There was angst all around this past year, much of which made being a pastor more difficult. Listening to church members fixate on politics and passive-aggressively attack each other on Facebook posts. People freaking about viruses and how the church was to respond, which alienated someone all the time no matter what. There was a massive family issue going on in my extended family that drew my attention elsewhere.

In other words, there was a lot of troubling things on my plate. Maybe it was just overwhelming to my system.

All I knew is that Sundays is where it all culminated and beat me into the ground. Saturday nights were just dread. Sunday mornings, I couldn’t even pray. I didn’t even want to think about church. Just let me go and get it done with. Then I’d spend all afternoon fighting anger and inevitably end up sobbing at some point.

Man, I was a mess.

Well, I gotta tell ya. Sundays are way better now!

I’ve been going to church. I don’t have to do anything at a church for the first time in 21 years. I don’t have to worry about who isn’t there, or why, or who will be mad next. I don’t have to have regrets all afternoon and evening about how I messed up my sermon.

It’s just gone. It’s all gone! And it is delightful!

Now, I will admit, it’s hard to sit and not have a say. I can’t help but let my mind wander into what I would preach about this passage, or how I’d have said that point better, or criticize the application.

But the upside far outweighs the downside. Sundays are fantastic. I get edified. I talk to people who simply are talking to me not some mental image of “pastor.” I can relax and actually think about my spiritual health and not fixate on all the screwed up people in front of me.

Ahhhhh.

It’s a beautiful thing. Not sure how long it will last. I feel the pull already to get involved, which is good, probably. But right now, I’m pretty happy with Sundays.

The #1 Best Thing About Not Being a Pastor Anymore

Pastors evoke guilt wherever they go. Simply being in front of people makes them spew forth guilt-ridden justifications, excuses, and lies to cover their inadequacies your presence pulls up in their head.

Oh, I hated this.

I resigned from pastoring a while ago now. One of the best results of this is that I have not heard one person give me a stupid excuse why they weren’t at church!

Excuses annoyed me to no end.

After church on Sundays, my family often stopped at the local Wal-Mart or grocery store to pick up a couple things while in town. Inevitably we would see someone who skipped church. Guilt exuded from their pores.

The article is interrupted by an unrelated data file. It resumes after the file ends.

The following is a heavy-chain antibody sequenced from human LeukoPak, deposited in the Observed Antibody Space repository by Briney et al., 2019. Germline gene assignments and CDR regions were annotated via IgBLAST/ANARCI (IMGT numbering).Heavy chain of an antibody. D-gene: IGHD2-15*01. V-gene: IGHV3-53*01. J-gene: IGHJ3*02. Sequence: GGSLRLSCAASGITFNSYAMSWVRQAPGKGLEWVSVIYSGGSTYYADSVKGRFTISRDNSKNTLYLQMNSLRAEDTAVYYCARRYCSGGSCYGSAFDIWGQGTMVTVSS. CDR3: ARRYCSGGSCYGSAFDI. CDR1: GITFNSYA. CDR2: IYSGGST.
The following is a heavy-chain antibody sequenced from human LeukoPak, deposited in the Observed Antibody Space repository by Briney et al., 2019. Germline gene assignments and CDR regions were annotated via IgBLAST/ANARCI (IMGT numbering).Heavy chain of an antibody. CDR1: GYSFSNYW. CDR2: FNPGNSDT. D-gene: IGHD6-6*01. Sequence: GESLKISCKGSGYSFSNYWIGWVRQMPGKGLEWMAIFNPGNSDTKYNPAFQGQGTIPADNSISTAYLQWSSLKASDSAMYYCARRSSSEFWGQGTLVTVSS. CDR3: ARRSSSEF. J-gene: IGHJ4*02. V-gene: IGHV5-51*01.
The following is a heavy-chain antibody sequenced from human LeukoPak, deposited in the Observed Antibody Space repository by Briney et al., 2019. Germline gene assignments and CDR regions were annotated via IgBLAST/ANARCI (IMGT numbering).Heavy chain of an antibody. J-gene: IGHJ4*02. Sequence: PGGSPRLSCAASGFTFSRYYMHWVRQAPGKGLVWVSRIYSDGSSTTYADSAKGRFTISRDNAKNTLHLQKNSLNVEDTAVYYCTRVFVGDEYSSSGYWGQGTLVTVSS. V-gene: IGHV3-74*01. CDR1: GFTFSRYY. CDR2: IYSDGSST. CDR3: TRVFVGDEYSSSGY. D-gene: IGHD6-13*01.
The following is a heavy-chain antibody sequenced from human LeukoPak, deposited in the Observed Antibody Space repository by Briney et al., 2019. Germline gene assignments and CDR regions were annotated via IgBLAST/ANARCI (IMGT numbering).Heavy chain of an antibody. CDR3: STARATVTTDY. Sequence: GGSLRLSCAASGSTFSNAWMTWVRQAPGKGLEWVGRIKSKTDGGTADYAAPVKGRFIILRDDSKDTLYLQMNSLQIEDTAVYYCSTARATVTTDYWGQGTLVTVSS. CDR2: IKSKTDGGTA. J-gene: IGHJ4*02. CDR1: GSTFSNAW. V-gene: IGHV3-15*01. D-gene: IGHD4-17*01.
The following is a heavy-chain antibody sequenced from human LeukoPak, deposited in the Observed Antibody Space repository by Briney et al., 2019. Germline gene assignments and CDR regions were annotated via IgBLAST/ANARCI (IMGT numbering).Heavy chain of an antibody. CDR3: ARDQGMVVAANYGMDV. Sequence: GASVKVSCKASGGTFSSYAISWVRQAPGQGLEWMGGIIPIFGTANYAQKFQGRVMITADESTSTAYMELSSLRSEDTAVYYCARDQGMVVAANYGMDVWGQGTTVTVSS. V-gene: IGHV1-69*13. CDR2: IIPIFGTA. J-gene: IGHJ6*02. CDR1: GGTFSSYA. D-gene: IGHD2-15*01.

All I said was, “Hi.” Then, for five minutes I’d hear their reasons for skipping church and how they did devotions today and they’ll be sure to watch that one preacher on TV their aunt likes. Dude, I just wanted some bread. Just running in to grab it and get going.

I tried not to guilt people to attend church. I figured if they want to be there; they’d be there. If they don’t want to be there, the church is probably better off without their bad attitude.

That was my reasoning. Probably I was just chicken to confront people.

If people skipped two weeks in a row I’d check in on them. My heart always sank when people skipped a couple weeks in a row. I hated making that call. Who knows what I’d hear.

Worst case scenario is they’d left the church and were ticked off at me. Best case scenario I’d have to listen to completely lame excuses and justifications, otherwise known as “lies,” about why they weren’t there.

There were always a couple people who refreshingly said, “Yeah, I just didn’t feel like going.” I appreciated the honesty. I’d take that over made up health concerns or blaming it on the same weather everyone else had.

Speaking of weather; bad weather on a Sunday is a great way to tell who’s playing and who’s for real. There are exceptions. In Northern Wisconsin we can have pretty bad weather. But the people who consider bad weather to be moist roads or anything below 47 when it’s cloudy or 35 when it’s sunny, are fake.

I was rarely shocked at who completely tanked spiritually or who flaked out on their faith. I knew this simply by watching what level of weather kept them from church. Bad weather on Sunday is a good barometer of how well people will handle persecution!

Simply seeing their pastor makes people feel guilty and guilt makes people be weird. I don’t miss that at all. It’s a true source of joy for me!